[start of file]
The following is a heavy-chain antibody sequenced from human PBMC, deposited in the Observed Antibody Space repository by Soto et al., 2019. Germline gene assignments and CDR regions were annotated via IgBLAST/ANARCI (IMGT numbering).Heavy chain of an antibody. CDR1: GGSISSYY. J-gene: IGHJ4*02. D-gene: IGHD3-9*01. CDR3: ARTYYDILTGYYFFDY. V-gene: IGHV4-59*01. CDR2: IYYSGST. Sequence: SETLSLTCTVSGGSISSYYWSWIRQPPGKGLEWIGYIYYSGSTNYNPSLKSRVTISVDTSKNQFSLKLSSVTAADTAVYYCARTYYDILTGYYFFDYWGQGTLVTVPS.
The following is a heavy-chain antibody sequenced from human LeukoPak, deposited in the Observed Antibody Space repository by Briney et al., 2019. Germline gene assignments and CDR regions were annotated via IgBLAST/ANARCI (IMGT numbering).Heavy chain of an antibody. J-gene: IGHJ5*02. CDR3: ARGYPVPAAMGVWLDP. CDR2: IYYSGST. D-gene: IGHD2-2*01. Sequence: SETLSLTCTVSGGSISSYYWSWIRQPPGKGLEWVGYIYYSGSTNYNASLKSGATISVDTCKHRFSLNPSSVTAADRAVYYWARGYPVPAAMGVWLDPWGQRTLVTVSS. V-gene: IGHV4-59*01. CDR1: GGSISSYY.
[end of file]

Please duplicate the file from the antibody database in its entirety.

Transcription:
The following is a heavy-chain antibody sequenced from human PBMC, deposited in the Observed Antibody Space repository by Soto et al., 2019. Germline gene assignments and CDR regions were annotated via IgBLAST/ANARCI (IMGT numbering).Heavy chain of an antibody. CDR1: GGSISSYY. J-gene: IGHJ4*02. D-gene: IGHD3-9*01. CDR3: ARTYYDILTGYYFFDY. V-gene: IGHV4-59*01. CDR2: IYYSGST. Sequence: SETLSLTCTVSGGSISSYYWSWIRQPPGKGLEWIGYIYYSGSTNYNPSLKSRVTISVDTSKNQFSLKLSSVTAADTAVYYCARTYYDILTGYYFFDYWGQGTLVTVPS.
The following is a heavy-chain antibody sequenced from human LeukoPak, deposited in the Observed Antibody Space repository by Briney et al., 2019. Germline gene assignments and CDR regions were annotated via IgBLAST/ANARCI (IMGT numbering).Heavy chain of an antibody. J-gene: IGHJ5*02. CDR3: ARGYPVPAAMGVWLDP. CDR2: IYYSGST. D-gene: IGHD2-2*01. Sequence: SETLSLTCTVSGGSISSYYWSWIRQPPGKGLEWVGYIYYSGSTNYNASLKSGATISVDTCKHRFSLNPSSVTAADRAVYYWARGYPVPAAMGVWLDPWGQRTLVTVSS. V-gene: IGHV4-59*01. CDR1: GGSISSYY.